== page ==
DVD Rot, or Not?

 
 
By Don Labriola  |  Posted 2004-05-11
 
 
 

DVD Rot, or Not?


The recent Associated Press story about insidious, disc-devouring "rot" wasnt the first to hit the mainstream press. Major news outlets Worldwide have for years been publishing sensational reports that up to 20 percent of all mass-produced CDs and DVD-Video discs were slowly destroying themselves. But when an alarmed DVD industry investigated whether the problem was indeed as catastrophic as it appeared, it turned out that most reported incidents had actually been caused by improper disc handling and storage. Despite the latest round of headlines, true "DVD Rot" today appears to be exceedingly rare. Users themselves are the greatest threat to the longevity of their DVD collections.

Most people think of DVDs as little more than high-capacity CDs, but though the two are very similar, DVDs have vulnerabilities that require particular care in their handling, storage, and cleaning. But with a bit of knowledge and effort, nearly all damage to DVDs can be prevented.

ZIFFPAGE TITLEDisc Anatomy


Disc Anatomy

A CD consists of a piece of polycarbonate "substrate" into which up to 6 billion tiny pits that represent stored data have been molded. This pattern is coated with a reflective material like aluminum, which is covered by an ultrathin protective coating. When a CD player aims its laser through the clear substrate, the aluminum reflects the beam back. The drive reads data by detecting changes in the reflected beam as it passes across the molded pits.

Mass-produced DVDs employ similar technology, but with a few important differences. Most replicated DVD-Video discs store two layers of data and use a semireflective material like gold to coat the layer closest to the laser (see http://www.pcmag.com/article2/0,1759,1573655,00.asp). This allows DVD drives to select which layer to play by simply adjusting laser power and focusing distance. DVDs also boast greater data density and can store up to 4.7 billion bytes per layer, far more than the 650–800MB that can be squeezed onto a CD. This means that, despite a more robust error-checking and correction mechanism, each bit of DVD data is smaller and more easily obscured by tiny scratches and debris on the discs surface.

Unlike a CD, which is a solid piece of plastic, a DVD is composed of two polycarbonate discs that are bonded together. This helps protect the coatings, as it sandwiches them between plastic layers. But it also makes DVDs more vulnerable to stresses caused by severe bending and flexing, especially at the discs inner hub.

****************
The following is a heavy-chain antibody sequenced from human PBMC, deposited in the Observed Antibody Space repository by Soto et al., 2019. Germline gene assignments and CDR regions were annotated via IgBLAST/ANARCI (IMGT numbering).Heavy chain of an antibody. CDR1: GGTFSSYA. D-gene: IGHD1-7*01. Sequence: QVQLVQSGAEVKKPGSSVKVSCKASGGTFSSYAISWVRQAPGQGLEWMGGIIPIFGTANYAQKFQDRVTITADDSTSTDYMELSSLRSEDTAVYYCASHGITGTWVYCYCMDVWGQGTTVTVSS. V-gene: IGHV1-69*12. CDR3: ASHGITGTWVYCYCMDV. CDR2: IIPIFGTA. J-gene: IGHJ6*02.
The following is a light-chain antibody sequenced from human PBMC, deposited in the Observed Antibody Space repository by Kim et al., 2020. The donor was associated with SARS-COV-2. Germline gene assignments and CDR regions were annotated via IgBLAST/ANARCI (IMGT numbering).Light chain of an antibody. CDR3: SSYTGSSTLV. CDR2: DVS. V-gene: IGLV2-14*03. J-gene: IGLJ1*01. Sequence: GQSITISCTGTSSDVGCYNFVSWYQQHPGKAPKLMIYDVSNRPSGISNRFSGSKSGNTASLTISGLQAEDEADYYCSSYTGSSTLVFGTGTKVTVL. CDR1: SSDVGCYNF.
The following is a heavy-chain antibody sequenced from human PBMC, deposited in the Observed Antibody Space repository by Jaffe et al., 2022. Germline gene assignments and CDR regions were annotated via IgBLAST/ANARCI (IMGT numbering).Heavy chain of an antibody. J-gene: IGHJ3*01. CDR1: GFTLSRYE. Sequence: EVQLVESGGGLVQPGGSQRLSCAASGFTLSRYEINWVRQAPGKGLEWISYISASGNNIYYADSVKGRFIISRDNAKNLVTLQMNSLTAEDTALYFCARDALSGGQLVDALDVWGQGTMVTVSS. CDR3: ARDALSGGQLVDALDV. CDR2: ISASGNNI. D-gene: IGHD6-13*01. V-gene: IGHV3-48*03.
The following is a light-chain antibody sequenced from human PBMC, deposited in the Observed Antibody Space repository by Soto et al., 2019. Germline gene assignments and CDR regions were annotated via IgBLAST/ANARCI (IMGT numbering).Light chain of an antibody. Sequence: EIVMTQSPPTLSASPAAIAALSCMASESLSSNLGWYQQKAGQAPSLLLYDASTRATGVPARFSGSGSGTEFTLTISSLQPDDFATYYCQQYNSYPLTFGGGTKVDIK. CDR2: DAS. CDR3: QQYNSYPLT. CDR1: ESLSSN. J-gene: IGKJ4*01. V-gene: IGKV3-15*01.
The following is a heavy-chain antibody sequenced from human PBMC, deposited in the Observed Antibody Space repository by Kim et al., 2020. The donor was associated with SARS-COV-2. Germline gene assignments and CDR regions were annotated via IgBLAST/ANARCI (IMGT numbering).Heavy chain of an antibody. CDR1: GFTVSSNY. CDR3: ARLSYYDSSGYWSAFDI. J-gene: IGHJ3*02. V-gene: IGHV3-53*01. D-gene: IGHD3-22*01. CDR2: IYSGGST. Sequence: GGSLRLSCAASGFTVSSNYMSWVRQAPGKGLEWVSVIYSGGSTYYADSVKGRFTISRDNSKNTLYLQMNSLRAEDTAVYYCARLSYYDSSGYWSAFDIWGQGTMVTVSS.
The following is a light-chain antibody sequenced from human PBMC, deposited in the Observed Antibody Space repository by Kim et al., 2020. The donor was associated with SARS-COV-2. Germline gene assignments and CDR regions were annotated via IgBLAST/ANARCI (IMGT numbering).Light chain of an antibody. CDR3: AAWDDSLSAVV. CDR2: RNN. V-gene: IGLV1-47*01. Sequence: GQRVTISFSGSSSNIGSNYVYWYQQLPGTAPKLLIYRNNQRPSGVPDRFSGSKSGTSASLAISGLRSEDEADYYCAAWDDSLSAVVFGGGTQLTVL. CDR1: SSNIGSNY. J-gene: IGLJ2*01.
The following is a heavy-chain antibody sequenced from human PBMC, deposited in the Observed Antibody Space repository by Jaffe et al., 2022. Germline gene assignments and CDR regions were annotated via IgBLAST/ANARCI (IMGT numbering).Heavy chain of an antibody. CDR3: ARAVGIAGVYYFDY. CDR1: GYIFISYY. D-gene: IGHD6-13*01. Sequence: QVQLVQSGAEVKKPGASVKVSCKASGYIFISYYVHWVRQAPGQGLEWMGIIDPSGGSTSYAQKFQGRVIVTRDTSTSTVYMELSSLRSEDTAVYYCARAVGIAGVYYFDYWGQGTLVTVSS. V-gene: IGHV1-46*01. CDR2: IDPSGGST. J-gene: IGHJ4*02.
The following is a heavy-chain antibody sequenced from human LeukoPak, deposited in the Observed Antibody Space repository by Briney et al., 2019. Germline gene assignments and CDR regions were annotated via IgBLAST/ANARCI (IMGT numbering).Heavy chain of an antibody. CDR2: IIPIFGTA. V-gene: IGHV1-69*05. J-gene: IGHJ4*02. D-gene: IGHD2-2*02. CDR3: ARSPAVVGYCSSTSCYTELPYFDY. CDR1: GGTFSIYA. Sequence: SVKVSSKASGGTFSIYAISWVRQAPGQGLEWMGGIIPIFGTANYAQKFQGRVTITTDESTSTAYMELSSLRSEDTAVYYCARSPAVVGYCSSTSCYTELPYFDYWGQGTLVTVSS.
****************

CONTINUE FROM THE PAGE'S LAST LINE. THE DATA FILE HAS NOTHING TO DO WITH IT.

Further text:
ZIFFPAGE TITLEDVD Care and Handling



DVD Care and Handling

DVDs may be more delicate than they look, but it doesnt take much to prevent problems. Its a good idea to store them vertically in their original packaging whenever possible. Some DVD cases support a disc only at the hub, allowing it to sag at the edges when stored flat for long periods of time or at out-of-spec temperatures. Any resulting deformation will be slight, but it doesnt take much to unbalance a high-speed DVD drive.

Never store DVDs in CD jewel cases, which may apply too much hub stress. DVD-approved jewel cases, designed to reduce hub pressure, can be differentiated from CD versions by an embossed DVD logo on the tray insert.

Poorly conceived packaging can contribute to problems that make DVDs unplayable. Some off-brand cases require excessive force even when you use the correct procedure to remove a disc, while others release discs too easily, allowing mail-order DVDs to bang around the case for days while in transit.

Well-made cases, such as Amarays DVD-Safe clamshell models (www.amaray.com/products_dvd.asp), grip a disc securely in a stress-free locking hub while allowing it to rotate freely. Attempting to pry a disc out of the case without unlocking the hub can result in over-flexing the disc, delamination, and even hub cracks. The rosette in the center of the case must be gently pressed until the disc pops free, letting you lift it effortlessly by its edges.

Even with better-quality jewel cases, its not hard for a disc to pop off its hub and get scratched in the case. To prevent this, line your jewel cases with soft adhesive pads sold by companies such as Azuradisc (www.azuradisc.com). But dont panic if the surface of your disc does sustain some damage. Fine scratches can be removed with specialty formulations like Novus Plastic Polish (www.novuspolish.com) or by carefully polishing the surface with white toothpaste and a soft cloth. In extreme cases, a professional disc-polishing device like those made by Azuradisc can restore discs that would otherwise be impossible to salvage.